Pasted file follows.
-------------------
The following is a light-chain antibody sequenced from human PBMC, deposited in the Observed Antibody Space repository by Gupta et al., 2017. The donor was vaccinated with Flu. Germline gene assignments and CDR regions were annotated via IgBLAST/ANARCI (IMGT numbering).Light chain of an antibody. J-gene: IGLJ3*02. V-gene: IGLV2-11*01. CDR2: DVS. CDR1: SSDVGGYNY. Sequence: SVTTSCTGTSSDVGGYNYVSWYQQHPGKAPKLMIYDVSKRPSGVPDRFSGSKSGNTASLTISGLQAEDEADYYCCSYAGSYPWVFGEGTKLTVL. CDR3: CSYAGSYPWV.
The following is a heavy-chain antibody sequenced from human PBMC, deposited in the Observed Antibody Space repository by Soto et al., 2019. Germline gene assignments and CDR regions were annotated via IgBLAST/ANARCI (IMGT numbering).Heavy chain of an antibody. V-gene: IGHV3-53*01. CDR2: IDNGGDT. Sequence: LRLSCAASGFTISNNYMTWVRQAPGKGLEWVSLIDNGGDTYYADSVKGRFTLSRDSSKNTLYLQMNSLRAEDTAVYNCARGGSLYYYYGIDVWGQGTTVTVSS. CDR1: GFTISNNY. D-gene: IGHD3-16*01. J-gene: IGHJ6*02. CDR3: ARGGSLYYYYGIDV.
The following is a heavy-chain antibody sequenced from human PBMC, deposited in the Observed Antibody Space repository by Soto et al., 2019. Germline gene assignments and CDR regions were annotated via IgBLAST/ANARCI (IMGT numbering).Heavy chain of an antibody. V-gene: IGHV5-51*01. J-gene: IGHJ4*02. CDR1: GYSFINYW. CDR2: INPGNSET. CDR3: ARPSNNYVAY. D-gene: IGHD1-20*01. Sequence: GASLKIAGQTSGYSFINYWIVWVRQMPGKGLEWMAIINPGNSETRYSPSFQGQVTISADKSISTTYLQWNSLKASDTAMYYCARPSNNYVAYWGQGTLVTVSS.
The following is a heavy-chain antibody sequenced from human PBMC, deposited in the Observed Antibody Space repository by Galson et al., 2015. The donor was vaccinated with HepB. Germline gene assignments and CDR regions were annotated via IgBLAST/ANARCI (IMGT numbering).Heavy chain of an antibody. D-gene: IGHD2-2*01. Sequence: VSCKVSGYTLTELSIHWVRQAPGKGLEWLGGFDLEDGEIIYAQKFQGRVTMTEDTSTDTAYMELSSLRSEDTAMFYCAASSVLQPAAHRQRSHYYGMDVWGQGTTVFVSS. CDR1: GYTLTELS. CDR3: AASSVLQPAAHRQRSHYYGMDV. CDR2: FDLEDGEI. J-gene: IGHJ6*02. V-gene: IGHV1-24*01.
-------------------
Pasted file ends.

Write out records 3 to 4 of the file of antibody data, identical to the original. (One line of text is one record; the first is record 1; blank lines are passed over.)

The following is a heavy-chain antibody sequenced from human PBMC, deposited in the Observed Antibody Space repository by Soto et al., 2019. Germline gene assignments and CDR regions were annotated via IgBLAST/ANARCI (IMGT numbering).Heavy chain of an antibody. V-gene: IGHV5-51*01. J-gene: IGHJ4*02. CDR1: GYSFINYW. CDR2: INPGNSET. CDR3: ARPSNNYVAY. D-gene: IGHD1-20*01. Sequence: GASLKIAGQTSGYSFINYWIVWVRQMPGKGLEWMAIINPGNSETRYSPSFQGQVTISADKSISTTYLQWNSLKASDTAMYYCARPSNNYVAYWGQGTLVTVSS.
The following is a heavy-chain antibody sequenced from human PBMC, deposited in the Observed Antibody Space repository by Galson et al., 2015. The donor was vaccinated with HepB. Germline gene assignments and CDR regions were annotated via IgBLAST/ANARCI (IMGT numbering).Heavy chain of an antibody. D-gene: IGHD2-2*01. Sequence: VSCKVSGYTLTELSIHWVRQAPGKGLEWLGGFDLEDGEIIYAQKFQGRVTMTEDTSTDTAYMELSSLRSEDTAMFYCAASSVLQPAAHRQRSHYYGMDVWGQGTTVFVSS. CDR1: GYTLTELS. CDR3: AASSVLQPAAHRQRSHYYGMDV. CDR2: FDLEDGEI. J-gene: IGHJ6*02. V-gene: IGHV1-24*01.